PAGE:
- Line the baking sheet with parchment paper or a slicione baking mat for easy clean up. It also helps to prevent possible sticking.
- Spread the pumpkin seeds out as evenly as you can on the baking sheet. Some touching is OK. But, try not to overlap or pile them on the tray as they’ll stick or clump together. You want them to have enough room to breathe – the more room they have, the crispier they’ll turn out. Work in batches if you have to. Or, spread them out on two parchment lined baking sheets instead of just the one. Then, when it comes time to roasting them in the oven, alternate the pans between the middle and bottom racks for best results.
- Rotate or shake the pan and stir the pumpkin seeds every 15 or so minutes to ensure even cooking.
- Allow the pumpkin seeds to cool (at least slightly) before eating. They will harden as they cool and the roasted flavour will become more pronounced (aka they’ll taste that much more delicious!). No need to transfer them once they come out of the oven…they can cool down right on the pan where they’ll finish cooking and continue crisping up.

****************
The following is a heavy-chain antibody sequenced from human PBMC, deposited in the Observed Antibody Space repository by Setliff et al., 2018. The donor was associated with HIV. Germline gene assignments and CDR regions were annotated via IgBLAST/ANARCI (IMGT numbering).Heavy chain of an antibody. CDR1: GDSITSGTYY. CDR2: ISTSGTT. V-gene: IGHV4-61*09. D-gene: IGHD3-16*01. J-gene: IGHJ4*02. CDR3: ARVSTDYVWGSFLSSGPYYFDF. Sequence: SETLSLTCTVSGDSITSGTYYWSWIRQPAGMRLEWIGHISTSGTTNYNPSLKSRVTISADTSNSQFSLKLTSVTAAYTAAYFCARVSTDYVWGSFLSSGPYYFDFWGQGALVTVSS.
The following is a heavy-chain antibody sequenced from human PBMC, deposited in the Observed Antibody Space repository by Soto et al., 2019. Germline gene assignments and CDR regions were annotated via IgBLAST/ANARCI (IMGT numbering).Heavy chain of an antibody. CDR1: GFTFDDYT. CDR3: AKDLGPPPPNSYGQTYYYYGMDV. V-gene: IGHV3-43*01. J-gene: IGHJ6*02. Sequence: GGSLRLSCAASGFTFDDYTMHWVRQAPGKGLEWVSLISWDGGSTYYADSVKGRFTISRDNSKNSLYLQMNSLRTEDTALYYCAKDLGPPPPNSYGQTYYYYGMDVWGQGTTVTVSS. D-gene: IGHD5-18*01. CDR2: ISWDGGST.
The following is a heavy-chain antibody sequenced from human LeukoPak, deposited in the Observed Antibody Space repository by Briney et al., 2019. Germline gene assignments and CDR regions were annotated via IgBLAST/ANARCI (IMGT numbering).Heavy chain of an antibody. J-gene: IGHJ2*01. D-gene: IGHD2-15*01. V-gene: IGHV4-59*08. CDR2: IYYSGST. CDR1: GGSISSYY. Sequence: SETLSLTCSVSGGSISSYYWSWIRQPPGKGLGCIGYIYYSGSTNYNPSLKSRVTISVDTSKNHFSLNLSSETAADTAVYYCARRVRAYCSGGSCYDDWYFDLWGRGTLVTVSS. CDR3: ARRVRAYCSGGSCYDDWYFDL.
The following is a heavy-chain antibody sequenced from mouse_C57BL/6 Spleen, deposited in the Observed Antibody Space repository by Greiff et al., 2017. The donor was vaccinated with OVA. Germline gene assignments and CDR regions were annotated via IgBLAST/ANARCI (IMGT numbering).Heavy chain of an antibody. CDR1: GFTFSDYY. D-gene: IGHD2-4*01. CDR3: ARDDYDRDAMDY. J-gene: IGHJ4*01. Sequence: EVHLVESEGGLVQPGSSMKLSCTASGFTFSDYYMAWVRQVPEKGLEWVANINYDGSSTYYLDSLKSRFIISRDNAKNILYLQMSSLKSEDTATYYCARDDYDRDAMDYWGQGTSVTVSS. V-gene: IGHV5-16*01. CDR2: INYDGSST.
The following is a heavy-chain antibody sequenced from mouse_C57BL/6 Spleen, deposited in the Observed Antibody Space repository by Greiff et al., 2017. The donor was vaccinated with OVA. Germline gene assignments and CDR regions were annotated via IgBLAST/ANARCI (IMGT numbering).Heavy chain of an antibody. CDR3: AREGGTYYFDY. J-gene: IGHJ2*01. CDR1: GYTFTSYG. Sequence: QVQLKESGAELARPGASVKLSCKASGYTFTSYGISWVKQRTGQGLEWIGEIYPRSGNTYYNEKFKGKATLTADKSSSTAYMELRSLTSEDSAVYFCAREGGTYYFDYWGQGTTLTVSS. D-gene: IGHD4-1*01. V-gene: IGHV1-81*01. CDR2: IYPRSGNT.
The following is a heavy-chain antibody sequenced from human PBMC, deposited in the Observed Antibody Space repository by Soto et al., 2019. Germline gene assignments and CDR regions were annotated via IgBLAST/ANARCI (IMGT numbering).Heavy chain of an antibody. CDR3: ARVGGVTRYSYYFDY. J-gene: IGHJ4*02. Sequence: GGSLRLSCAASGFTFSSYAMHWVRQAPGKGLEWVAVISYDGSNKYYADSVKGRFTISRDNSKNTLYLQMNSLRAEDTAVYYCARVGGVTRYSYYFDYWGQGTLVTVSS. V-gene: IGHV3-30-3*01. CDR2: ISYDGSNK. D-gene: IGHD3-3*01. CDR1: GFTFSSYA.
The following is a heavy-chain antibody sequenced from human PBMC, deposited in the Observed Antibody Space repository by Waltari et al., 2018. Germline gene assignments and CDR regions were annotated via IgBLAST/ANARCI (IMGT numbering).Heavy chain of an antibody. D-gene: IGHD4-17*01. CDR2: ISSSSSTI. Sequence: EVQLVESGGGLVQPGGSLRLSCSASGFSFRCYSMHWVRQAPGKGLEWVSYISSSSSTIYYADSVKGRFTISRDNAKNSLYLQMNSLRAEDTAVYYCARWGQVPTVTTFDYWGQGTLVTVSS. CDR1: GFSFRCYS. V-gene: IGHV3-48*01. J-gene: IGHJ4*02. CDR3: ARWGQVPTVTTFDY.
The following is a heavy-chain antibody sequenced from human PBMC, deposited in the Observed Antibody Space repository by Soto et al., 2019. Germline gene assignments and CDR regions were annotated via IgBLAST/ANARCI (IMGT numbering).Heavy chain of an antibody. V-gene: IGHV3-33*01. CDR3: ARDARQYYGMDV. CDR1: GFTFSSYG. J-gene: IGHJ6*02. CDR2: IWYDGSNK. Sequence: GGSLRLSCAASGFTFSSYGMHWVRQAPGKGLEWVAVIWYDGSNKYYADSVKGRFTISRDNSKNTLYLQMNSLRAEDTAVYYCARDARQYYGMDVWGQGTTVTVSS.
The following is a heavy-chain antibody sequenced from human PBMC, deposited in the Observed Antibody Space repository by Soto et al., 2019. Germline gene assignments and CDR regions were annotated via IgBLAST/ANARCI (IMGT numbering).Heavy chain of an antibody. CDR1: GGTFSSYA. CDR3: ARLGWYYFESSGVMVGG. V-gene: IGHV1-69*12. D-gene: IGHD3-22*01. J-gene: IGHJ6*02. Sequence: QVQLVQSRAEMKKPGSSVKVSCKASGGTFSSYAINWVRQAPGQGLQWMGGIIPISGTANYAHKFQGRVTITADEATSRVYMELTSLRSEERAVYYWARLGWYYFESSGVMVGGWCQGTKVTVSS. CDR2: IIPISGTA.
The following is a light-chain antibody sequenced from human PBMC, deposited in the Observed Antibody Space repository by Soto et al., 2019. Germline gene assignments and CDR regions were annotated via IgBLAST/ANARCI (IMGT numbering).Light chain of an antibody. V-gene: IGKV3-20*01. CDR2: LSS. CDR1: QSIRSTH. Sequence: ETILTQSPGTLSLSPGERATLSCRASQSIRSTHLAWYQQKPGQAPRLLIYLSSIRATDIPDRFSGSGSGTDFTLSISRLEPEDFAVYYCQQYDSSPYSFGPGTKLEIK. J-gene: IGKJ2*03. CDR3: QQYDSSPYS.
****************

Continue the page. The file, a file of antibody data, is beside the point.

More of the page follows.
FREQUENTLY ASKED QUESTIONS
Any fresh pumpkin with seeds (all of them, lol) is good for this recipe. For reference, I used the small sugar pie pumpkins and got a ton of seeds! However, as kids, the large, carving ones were most popular in our household due to all the carving that normally took place around this time of year. Adjust your seasonings and oil or butter based on the size of your pumpkin and how many seeds you get. I got about one cup of seeds per small sugar pie pumpkin. As a general rule of thumb, 1-2 tbsp of oil or butter for every cup of seeds should be more than enough. As for the seasonings, just season them freely until you can visibly see that most of them are nicely coated.